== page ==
How one daughter told her mom and dad she had an eating disorder
For those living with an eating disorder, secrecy tends to be a way of life. They fear being “found out” and facing the embarrassment or shame of admitting to their disorder. In most cases, they manage to hide their eating disorder until they reach a tipping point where they are confronted by friends, family, doctors, or a serious medical complication.
This doesn’t have to be the case, however. Alex Reffie managed to keep her eating disorder hidden for more than two years before finally deciding she should tell her family. There was no explosive confrontation or single issue that led her to seek the support of those closest to her. Instead, it was just self-reflection and a realization of how eating disorders were holding her back.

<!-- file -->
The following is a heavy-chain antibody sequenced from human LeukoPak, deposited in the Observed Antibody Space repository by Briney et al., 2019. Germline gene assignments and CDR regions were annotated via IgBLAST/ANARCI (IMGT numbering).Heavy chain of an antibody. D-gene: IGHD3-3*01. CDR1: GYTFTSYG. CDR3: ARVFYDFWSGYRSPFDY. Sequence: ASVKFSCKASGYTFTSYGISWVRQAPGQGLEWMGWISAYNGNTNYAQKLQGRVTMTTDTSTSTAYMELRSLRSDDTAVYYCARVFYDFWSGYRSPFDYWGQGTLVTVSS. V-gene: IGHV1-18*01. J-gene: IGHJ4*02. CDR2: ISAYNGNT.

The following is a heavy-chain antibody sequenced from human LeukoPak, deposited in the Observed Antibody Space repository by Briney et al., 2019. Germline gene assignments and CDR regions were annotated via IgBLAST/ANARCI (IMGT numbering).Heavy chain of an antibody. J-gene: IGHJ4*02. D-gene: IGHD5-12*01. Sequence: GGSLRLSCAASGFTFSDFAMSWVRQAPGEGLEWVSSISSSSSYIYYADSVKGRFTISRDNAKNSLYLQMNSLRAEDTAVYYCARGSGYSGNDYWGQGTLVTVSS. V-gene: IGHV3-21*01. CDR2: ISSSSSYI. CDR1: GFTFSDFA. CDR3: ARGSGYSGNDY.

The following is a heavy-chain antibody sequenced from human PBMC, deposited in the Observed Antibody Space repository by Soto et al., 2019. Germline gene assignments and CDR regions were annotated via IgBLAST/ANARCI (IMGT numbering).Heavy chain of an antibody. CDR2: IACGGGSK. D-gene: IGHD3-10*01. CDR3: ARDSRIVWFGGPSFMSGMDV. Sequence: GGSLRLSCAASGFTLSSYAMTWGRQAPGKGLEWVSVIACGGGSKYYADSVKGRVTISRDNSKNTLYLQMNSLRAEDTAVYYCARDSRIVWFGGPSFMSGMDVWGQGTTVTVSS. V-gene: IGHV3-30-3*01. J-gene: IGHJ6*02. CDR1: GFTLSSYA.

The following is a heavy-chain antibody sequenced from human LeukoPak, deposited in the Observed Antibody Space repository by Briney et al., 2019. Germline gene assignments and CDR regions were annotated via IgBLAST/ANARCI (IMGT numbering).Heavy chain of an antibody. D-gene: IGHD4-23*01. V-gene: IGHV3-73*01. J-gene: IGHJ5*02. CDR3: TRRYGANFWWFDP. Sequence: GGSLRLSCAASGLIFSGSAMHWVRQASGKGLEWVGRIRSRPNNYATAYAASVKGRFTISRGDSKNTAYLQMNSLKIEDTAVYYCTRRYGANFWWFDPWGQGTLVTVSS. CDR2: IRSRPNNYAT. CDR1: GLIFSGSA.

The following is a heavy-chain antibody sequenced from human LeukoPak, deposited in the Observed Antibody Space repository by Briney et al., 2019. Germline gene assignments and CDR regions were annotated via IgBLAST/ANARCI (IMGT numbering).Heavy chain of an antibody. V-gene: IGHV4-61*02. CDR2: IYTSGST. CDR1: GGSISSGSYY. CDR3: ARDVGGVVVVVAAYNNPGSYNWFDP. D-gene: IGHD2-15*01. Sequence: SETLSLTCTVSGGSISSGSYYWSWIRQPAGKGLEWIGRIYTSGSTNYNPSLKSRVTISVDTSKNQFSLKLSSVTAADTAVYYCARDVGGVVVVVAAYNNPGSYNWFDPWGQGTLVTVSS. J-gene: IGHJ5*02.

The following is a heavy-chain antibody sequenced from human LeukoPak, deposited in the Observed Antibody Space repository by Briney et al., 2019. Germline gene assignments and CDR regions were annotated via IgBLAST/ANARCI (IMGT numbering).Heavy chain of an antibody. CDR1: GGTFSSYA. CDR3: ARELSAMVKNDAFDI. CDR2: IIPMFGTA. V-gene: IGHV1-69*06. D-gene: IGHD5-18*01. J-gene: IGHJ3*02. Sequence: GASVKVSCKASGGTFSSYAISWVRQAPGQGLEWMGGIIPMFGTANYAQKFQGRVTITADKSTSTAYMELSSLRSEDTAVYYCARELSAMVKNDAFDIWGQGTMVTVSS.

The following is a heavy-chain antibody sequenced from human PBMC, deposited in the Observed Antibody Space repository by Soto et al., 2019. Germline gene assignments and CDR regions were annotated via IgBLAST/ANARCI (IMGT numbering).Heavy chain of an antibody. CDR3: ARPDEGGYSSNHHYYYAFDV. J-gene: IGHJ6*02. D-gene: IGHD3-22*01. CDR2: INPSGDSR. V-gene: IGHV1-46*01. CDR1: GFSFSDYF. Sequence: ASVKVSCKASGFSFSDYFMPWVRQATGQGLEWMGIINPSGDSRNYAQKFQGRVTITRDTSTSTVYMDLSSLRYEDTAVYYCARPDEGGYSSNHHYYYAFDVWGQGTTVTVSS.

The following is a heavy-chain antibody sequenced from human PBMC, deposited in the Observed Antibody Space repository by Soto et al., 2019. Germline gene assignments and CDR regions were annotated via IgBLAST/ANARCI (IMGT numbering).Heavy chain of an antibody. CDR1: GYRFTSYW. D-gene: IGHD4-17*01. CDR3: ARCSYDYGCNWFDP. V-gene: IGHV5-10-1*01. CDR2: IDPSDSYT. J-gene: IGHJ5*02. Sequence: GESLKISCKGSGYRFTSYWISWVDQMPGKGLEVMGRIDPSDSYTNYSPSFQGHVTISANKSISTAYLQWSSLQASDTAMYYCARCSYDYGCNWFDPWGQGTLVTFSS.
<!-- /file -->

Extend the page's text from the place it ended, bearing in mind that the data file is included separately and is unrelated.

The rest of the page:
“I had goals for myself that I knew I would never be able to achieve if I was treating my body this way,” Reffie told Women’s Health Magazine. “Eventually, I knew I’d have to tell my parents. It was obvious to me, three years after my first purge, that I couldn’t get through this alone.
Reffie made the brave decision to tell her parents about her experiences with anorexia and bulimia on her terms, and by doing so, found the strength and support she had been needing to start recovering in earnest. As she explains, “Because I know I have the support of my parents, and some of the close friends I’ve told about my struggle since, I have a newfound strength to say “no” to myself when I think about purging.”
If you or someone you love are living with an eating disorder, give Brookhaven a call at (888) 298-4673. We can answer any questions you have and help you find the best treatment plan for you.